Carrier capacity management success signals more rate hikes

   Release date: 17/04/2023     Hits: 7920    Comment: 0    
Note: Container spot rates from Asia to North Europe increased again this week, and some carriers are holding off quoting for

Container spot rates from Asia to North Europe increased again this week, and some carriers are holding off quoting for May shipments ahead of anticipated general rate increases (GRIs).

Drewry’s WCI North Europe component edged up 4% on the week, to $1,598 per 40ft, however forward quotes for late April sailings from China are coming in significantly higher than spot.

Indeed, a shipper contact of The Loadstar is being quoted $1,750 per 40ft from Dalian, China, to Felixstowe and $1,825 to Rotterdam for an end-of-April sailing.

However, carriers are not yet showing their hands for May shipments, as they gauge the market response to the current rate hikes.

The shipping lines serving the tradelane seem now to be managing their capacity more efficiently and, this week, the Ningbo Containerized Freight Index (NCFI) commentary reported “space on some voyages was tight”.

A carrier contact confirmed to The Loadstar that headhaul load factors had “improved considerably” in the past few weeks, adding: “Most of our sailings are fully utilised this week and we are having to roll some containers, particularly if they are heavy.”

Elsewhere, spot rates from Asia to Mediterranean ports, which held up better during the rate collapse, were flat, with the Freightos Baltic Index (FBX) reading at $2,241 per 40ft.

Meanwhile, on the transpacific, the FBX Asia-US west coast component remained at its low of just over $1,000 per 40ft, however a raft of carrier GRIs, timed from the middle of the month and ranging from $500 to $1,000 per 40ft, looks set to push spot rates back up on the route as volumes pick up and carrier supply management tightens.

Port of Los Angeles executive director Gene Seroka said this week April throughput at LA terminals was expected come in at around 700,000 teu, up from the 623,234 teu processed last month.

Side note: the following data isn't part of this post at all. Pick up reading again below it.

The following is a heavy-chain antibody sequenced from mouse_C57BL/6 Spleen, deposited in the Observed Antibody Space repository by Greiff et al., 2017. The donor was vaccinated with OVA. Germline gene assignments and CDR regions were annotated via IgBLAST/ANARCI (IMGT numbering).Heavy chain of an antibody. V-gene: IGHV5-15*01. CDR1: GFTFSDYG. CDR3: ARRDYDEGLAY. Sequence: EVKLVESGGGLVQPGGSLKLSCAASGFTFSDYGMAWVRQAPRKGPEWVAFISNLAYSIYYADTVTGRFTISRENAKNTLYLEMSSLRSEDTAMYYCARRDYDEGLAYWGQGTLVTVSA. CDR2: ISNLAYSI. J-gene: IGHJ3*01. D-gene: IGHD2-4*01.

The port’s Signal data, gleamed from the manifests of arrived and expected ships, appears to support this positive outlook, showing container imports from the 23 vessel calls this week at 116,939 teu, up 37% on the same week of last year.

And spot rates to the Atlantic and Gulf coasts from Asia halted their decline this week, with the WCI reading actually rising 2%, to $2,552 per 40ft.

Away from the major routes, container spot rates on the transatlantic tradelane continue to decline from their historically elevated levels, but the pace of the erosion is perhaps not as fast as expected. Xeneta’s XSI North Europe to US east coast reading this week ticked down a modest 2%, to $3,326 per 40ft.

Ocean carriers have piled more tonnage onto the route to take advantage of the relatively robust demand and higher rates, which could, in due course, result in more downward pressure on freight rates.

For example, OOCL’s transatlantic carryings in the first quarter of the year were up 25% on the same period of 2022, at 128,233 teu, however its average rate on the route fell 16.5%, to $2,432 per teu.


 
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